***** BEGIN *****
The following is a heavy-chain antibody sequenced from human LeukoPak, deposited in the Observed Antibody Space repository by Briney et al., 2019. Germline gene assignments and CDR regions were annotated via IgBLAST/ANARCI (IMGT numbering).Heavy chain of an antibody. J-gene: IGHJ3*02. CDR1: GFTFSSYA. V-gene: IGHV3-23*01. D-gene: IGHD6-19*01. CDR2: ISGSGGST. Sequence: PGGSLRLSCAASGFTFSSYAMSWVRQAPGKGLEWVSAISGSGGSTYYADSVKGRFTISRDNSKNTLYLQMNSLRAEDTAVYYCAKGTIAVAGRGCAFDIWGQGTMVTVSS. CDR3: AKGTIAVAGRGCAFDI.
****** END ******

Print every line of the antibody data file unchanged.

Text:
The following is a heavy-chain antibody sequenced from human LeukoPak, deposited in the Observed Antibody Space repository by Briney et al., 2019. Germline gene assignments and CDR regions were annotated via IgBLAST/ANARCI (IMGT numbering).Heavy chain of an antibody. J-gene: IGHJ3*02. CDR1: GFTFSSYA. V-gene: IGHV3-23*01. D-gene: IGHD6-19*01. CDR2: ISGSGGST. Sequence: PGGSLRLSCAASGFTFSSYAMSWVRQAPGKGLEWVSAISGSGGSTYYADSVKGRFTISRDNSKNTLYLQMNSLRAEDTAVYYCAKGTIAVAGRGCAFDIWGQGTMVTVSS. CDR3: AKGTIAVAGRGCAFDI.